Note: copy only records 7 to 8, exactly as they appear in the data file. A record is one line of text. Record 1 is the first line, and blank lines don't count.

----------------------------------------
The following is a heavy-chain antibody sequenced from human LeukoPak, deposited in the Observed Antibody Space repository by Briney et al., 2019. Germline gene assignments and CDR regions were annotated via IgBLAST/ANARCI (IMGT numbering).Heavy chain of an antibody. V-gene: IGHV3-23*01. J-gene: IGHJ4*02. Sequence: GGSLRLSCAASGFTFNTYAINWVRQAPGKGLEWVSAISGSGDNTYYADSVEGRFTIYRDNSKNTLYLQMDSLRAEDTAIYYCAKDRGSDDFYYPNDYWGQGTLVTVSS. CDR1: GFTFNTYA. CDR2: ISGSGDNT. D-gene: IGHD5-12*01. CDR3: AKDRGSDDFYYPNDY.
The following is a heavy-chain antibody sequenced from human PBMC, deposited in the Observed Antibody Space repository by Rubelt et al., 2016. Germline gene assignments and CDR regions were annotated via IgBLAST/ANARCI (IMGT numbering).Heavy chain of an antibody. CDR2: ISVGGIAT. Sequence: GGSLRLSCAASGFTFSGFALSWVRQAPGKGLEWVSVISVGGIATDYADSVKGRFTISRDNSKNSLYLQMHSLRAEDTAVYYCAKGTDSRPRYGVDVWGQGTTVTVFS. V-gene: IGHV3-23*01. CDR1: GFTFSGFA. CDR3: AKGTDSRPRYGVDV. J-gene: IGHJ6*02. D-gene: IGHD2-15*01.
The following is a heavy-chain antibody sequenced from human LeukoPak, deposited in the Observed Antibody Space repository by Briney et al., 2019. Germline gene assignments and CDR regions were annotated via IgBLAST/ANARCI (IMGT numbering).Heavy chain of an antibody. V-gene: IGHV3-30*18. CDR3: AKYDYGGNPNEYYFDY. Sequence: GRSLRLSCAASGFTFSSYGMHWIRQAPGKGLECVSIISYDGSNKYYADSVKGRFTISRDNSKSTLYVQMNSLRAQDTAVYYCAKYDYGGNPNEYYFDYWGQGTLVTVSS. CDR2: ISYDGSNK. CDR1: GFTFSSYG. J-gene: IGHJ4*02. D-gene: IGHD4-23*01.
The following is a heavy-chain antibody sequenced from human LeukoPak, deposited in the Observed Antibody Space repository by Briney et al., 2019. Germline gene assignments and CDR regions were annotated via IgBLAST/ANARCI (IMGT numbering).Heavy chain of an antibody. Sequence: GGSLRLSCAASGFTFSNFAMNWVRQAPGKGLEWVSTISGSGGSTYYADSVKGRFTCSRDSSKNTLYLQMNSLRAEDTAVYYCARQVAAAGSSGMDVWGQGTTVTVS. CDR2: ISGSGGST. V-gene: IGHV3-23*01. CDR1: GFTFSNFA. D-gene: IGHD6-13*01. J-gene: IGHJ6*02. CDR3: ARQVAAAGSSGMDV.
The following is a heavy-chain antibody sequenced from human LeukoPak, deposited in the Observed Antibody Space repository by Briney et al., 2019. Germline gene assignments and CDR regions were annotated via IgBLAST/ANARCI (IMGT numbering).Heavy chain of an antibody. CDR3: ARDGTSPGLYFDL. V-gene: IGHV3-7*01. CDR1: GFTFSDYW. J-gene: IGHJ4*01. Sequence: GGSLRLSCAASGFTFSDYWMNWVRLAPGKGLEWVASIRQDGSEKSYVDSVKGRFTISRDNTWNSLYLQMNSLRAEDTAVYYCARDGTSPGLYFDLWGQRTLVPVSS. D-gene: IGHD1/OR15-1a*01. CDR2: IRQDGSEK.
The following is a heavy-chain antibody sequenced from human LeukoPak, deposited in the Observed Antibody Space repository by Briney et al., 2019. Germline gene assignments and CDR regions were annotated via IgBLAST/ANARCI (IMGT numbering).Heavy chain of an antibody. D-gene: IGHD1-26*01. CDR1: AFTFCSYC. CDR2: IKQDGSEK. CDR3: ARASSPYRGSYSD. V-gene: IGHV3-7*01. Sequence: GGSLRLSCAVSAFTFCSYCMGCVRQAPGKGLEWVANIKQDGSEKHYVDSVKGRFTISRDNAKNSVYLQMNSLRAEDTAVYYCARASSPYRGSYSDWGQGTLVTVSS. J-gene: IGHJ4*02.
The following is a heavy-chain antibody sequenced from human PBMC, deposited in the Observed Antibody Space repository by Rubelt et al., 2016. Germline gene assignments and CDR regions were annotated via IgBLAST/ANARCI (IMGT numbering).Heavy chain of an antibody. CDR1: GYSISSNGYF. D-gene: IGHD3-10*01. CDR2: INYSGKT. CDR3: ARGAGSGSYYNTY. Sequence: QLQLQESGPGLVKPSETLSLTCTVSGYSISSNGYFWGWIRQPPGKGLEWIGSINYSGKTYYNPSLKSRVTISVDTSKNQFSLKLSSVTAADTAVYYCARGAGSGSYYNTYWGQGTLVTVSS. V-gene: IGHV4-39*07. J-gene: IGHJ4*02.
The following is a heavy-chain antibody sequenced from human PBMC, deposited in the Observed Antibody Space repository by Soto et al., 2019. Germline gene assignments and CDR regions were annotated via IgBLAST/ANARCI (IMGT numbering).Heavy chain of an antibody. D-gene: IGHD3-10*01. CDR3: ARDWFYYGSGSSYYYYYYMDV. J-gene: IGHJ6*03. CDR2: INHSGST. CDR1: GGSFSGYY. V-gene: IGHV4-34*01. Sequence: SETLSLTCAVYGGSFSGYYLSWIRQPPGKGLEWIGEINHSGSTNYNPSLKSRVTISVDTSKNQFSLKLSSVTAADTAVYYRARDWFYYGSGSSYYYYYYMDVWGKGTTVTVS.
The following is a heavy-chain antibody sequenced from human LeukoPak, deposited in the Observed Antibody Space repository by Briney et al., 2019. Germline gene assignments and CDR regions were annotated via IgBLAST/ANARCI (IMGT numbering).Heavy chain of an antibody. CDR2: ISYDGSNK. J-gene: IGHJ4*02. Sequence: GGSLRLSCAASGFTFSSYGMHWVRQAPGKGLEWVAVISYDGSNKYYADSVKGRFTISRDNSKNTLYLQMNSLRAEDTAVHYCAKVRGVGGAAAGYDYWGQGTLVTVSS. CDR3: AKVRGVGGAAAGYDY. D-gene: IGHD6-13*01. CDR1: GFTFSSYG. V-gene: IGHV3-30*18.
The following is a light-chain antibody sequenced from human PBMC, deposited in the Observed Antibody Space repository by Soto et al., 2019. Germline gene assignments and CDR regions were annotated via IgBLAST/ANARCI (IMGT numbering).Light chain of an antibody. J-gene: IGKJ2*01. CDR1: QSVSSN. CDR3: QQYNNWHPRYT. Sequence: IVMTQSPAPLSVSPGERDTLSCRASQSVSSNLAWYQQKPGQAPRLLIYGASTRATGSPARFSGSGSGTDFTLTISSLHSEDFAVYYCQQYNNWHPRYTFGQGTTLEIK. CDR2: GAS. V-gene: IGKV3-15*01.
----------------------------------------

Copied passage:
The following is a heavy-chain antibody sequenced from human PBMC, deposited in the Observed Antibody Space repository by Rubelt et al., 2016. Germline gene assignments and CDR regions were annotated via IgBLAST/ANARCI (IMGT numbering).Heavy chain of an antibody. CDR1: GYSISSNGYF. D-gene: IGHD3-10*01. CDR2: INYSGKT. CDR3: ARGAGSGSYYNTY. Sequence: QLQLQESGPGLVKPSETLSLTCTVSGYSISSNGYFWGWIRQPPGKGLEWIGSINYSGKTYYNPSLKSRVTISVDTSKNQFSLKLSSVTAADTAVYYCARGAGSGSYYNTYWGQGTLVTVSS. V-gene: IGHV4-39*07. J-gene: IGHJ4*02.
The following is a heavy-chain antibody sequenced from human PBMC, deposited in the Observed Antibody Space repository by Soto et al., 2019. Germline gene assignments and CDR regions were annotated via IgBLAST/ANARCI (IMGT numbering).Heavy chain of an antibody. D-gene: IGHD3-10*01. CDR3: ARDWFYYGSGSSYYYYYYMDV. J-gene: IGHJ6*03. CDR2: INHSGST. CDR1: GGSFSGYY. V-gene: IGHV4-34*01. Sequence: SETLSLTCAVYGGSFSGYYLSWIRQPPGKGLEWIGEINHSGSTNYNPSLKSRVTISVDTSKNQFSLKLSSVTAADTAVYYRARDWFYYGSGSSYYYYYYMDVWGKGTTVTVS.